Most gardeners are aware of the slugs, bugs, and other pests that can destroy their plants. This includes many caterpillars, but a few can hurt the gardener as much as the garden. Their stings or hard spines might smart enough to warrant steering clear and taking extra precautions to keep them away from your leafy greens. Some are unmistakable, and others take a little know-how to keep them out of the garden and away from working hands.
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Flannel Moth Caterpillar (The Asp)
The flannel moth caterpillar, also known as the puss caterpillar, or “the asp,” is covered in fine silky hair that hides its poisonous spines. Once those spines pierce the skin, they cause a painful stinging rash that can last for several days. They’re found in Texas and a few other Southern states. However, they’re not common and live mostly in trees. Their furry bodies are hard to mistake. As long as you know what they look like, you should be able to avoid them.
Saddleback Moth Caterpillar
The brightly colored saddleback (moth) caterpillar is far more striking than the moth it becomes. Found in Alabama and Florida, these little guys have a fleshy pair of horns on both ends of their bodies with a bright green back and dot in the center. Once you’ve seen a picture, it’s easy to see where they get their name. The hairs on their horns contain an irritating venom that causes swelling and a painful rash.
Io Moth Caterpillar
The Io moth caterpillar’s green body is covered in black-tipped venomous spines. These caterpillars live in the eastern and midwestern United States. They can be seen living together and “marching” in single file in their early stages before they venture out on their own to enter the cocoon phase. Their intense green bodies blend very well with summer foliage, making it easy to accidentally brush against the body and get a painful sting.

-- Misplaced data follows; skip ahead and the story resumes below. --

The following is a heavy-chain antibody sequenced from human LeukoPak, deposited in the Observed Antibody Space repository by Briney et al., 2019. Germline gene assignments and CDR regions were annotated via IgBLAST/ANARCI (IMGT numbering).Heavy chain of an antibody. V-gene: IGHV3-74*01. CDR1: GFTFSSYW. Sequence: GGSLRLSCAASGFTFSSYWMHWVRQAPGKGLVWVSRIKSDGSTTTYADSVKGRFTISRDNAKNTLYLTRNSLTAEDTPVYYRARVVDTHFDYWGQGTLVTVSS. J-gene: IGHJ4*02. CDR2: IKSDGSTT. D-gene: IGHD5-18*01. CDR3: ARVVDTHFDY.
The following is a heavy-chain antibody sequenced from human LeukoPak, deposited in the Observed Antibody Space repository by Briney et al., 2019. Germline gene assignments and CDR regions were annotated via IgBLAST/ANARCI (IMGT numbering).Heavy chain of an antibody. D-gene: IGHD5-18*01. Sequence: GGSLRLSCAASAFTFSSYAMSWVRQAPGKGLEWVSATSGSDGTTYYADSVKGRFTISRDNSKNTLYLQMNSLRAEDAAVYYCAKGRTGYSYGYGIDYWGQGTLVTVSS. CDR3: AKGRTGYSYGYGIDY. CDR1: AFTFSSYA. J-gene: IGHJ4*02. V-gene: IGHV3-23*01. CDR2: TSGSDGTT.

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Stinging Rose Caterpillar
The stinging rose caterpillar’s strange appearance might attract attention but avoid this brightly colored, striped, and horned caterpillar. The stinging rose is found only in the eastern United States, and it’s relatively uncommon. These caterpillars prefer rose foliage (hence their name), dogwood, apple, cherry, oak, poplar, maple, hickory, and bayberry. Some develop red or orange stripes, while others are yellow. They’re hard to miss, and their bright colors warn enemies of their venom.
The Spiny Oak Slug
The spiny oak slug has stinging hairs on its many extended lobes. Their body features mottled stripes, making them a striking specimen. They typically hide on the underneath side of foliage, so they are difficult to detect until brushing the hairs. Most people experience a painful sting. However, there’s a small percentage of people who have a more serious reaction to the sting and may require medical attention. The good news is that these caterpillars are not particularly common, even though they are found throughout North America.
White Flannel Moth Caterpillar
The black, yellow, and red-colored white flannel moth caterpillar has tufts of long hair coming out of its yellow mounds. Those long black hairs don’t sting, but the short hairs at the base of the tufts do. These caterpillars come out in late summer throughout southern, midwestern, and eastern areas of the United States. Once the caterpillar goes through metamorphosis, it comes out a silky white moth that’s not venomous whatsoever.
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Monkey Slug Caterpillar
The monkey slug caterpillar doesn’t look much like a caterpillar or a slug, really. In a way, it resembles a crumbled, dying leaf. Its tentacles and thick hair disguise the sharp spines that house its venom. Most people wouldn’t want to pick up this strange creature because of its odd, arachnid-like appearance, but the stinging spines seal the deal on avoiding this New England native.
Buck Moth Caterpillar
Buck moth caterpillars love the oak trees predominantly found in the eastern United States, but they also show up in some midwestern and southern states. These dark-colored caterpillars feature tufts covered in venomous spines that cause a red, stinging rash. They come out in the spring and are readily found in and around oak trees.
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